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CEO Guidelines For Speaking Out On Controversial Issues

When it comes to successfully extolling your purpose or speaking out on politics, there’s a right way and a wrong way. Here are six guidelines to get you started.
Former Papa John's CEO, John Schnatter resigned after speaking out on a controversial issue.
Former Papa John’s CEO, John Schnatter

Last year, John Schnatter and Rose Marcario both followed the C-Suite zeitgeist and spoke out on hot-button issues from their CEO perches. Schnatter, then CEO of Louisville- based Papa John’s, told investors in December that the National Football League was mishandling player protests of the national anthem.

He blamed the league’s weakness for denting sales as its “official pizza sponsor.” At about the same time, Marcario, CEO of Patagonia, started leveling high-profile criticism at the Trump administration for downsizing two Utah national monuments, posting a withering message on the company website, “The President Stole Your Land,” and filing suit with an environmental coalition against the actions.

What happened next is as close to a controlled experiment in leadership as you can get, leading to two very different outcomes and plenty of lessons for those hoping to use their perch atop a company as a lectern.

Dynamics across the business and social landscape are prompting more CEOs to act like Marcario and Schnatter and create expanded roles for their companies and, often, themselves. Call it “Goodism.” More than ever, consumers, customers, employees, investors and other constituencies are expecting and even demanding a corporate embrace of values supposedly more sublime than merely making sales and profits, and CEOs are emerging as the logical spear carriers.

In recasting their brands and engaging vigorously in public dialogue, they are moving beyond mere market positioning and even comfortable “corporate social responsibility” accounting of environmental initiatives and donations to human services nonprofits.

Look at how quickly the CEOs of major gun-selling brands, including Ed Stack of Dick’s Sporting Goods and Doug McMillon of Walmart, pivoted onthe issue of increasing restrictions on gun sales in their stores in March after the mass shootings at the Parkland school in Florida galvanized public outcry about America’s approach to firearm regulation.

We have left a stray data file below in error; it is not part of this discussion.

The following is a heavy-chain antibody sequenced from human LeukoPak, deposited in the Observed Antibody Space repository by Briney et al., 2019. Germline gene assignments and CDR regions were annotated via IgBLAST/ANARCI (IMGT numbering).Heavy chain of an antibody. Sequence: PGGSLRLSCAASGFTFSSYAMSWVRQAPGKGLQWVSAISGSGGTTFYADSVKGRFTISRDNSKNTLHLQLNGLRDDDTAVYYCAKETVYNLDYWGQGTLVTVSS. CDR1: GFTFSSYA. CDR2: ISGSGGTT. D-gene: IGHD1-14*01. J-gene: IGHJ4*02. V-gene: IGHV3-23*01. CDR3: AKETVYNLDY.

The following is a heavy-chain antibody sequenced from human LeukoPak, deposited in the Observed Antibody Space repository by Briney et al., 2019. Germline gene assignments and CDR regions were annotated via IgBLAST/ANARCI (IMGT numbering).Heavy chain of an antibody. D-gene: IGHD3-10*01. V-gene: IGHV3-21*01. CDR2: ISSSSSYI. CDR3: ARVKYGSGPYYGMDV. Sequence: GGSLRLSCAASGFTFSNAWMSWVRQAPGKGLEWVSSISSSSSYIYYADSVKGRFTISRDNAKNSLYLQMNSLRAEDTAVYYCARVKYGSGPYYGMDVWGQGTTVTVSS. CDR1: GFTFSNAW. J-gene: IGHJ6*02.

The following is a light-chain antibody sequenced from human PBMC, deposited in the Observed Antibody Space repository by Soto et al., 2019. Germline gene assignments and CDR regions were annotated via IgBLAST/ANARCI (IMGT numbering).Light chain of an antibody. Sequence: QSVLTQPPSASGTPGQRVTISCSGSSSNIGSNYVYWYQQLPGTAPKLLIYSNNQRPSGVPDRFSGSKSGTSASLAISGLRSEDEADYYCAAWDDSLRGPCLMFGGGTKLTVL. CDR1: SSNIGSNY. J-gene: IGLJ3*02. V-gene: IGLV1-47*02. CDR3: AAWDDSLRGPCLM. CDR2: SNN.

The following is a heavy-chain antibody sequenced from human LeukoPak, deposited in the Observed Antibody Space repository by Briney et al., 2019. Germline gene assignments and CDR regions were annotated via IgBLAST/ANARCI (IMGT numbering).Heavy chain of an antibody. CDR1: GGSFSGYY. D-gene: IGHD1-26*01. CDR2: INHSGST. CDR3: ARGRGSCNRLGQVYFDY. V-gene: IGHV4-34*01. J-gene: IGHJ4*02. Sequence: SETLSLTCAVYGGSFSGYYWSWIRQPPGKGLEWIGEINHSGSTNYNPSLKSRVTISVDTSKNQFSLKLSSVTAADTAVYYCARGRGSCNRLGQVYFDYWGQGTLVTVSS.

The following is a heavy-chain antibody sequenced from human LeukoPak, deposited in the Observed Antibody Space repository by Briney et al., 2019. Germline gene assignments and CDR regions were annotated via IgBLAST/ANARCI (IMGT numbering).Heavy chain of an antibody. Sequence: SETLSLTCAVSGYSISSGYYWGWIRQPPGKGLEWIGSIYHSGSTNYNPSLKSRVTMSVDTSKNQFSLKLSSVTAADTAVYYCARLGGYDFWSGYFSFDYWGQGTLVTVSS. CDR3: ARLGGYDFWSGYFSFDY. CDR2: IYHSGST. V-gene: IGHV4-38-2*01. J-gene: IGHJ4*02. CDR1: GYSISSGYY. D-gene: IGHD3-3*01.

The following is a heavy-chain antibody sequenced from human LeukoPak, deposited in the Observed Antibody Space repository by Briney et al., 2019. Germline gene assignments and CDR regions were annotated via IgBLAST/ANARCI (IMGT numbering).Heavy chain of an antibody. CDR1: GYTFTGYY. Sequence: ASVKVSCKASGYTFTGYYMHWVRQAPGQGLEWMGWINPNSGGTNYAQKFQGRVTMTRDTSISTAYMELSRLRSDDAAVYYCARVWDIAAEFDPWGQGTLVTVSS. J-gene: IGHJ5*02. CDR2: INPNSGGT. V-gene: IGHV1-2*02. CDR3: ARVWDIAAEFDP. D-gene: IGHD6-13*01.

Dick’s and Walmart alienated a huge swath of their clientele—Second Amendment-dedicated gun owners— but they felt compelled to flip on this hugely divisive issue.

But as CEOs search feverishly for the right course, it’s worth keeping in mind that penalties for getting Goodism wrong can be extreme. In a survey conducted by our sister publication, Corporate Board Member, 26 percent of directors flat out opposed their CEOs taking public stances on controversial issues of the day, and 57 percent said the chief should consult the board before piping up.

In the case of Schnatter, customers fired back on social media that pizza quality was to blame, not the NFL. Papa John’s sank into tepid same-store sales comparisons. In the wake of the public disaster, Schnatter stepped down as CEO of the company he founded and is now chairman.

“When is it a bad idea to stand up for what you value?” – rose Marcario, CEO of patagonia

And to add insult to injury, given the chance to swap pies in February, the league took on Pizza Hut as its official pizza sponsor in place of Papa John’s.

Schnatter declined an interview request, but Papa John Chief Marketing Officer Brandon Rhoten told Chief Executive that his old boss “doesn’t love it when he has to talk about and explain his politics, because he feels that might make people uncomfortable.”

Schnatter, he says, believes that “when [Apple CEO] Tim Cook and [Amazon CEO] Jeff Bezos say something, and they don’t have the same political views as John, it’s not twisted and turned by most media sources.”

Over at Patagonia, the results were the complete inverse. Employees and customers cheered, sending letters of support to Congress for the company’s stand against the feds and expressing an outpouring of social media love for the nearly $1 billion, Ventura, California-based brand.

“When is it a bad idea to stand up for what you value?” Marcario says. “I think some companies, mostly public companies, are too afraid to express what they know is right because they are worried more about their major shareholders and delivering on earnings per share. [But] there is a responsibility now to have moral courage and speak out when something is wrong. If you’re not doing that, I’m not sure why you’re in the game.”


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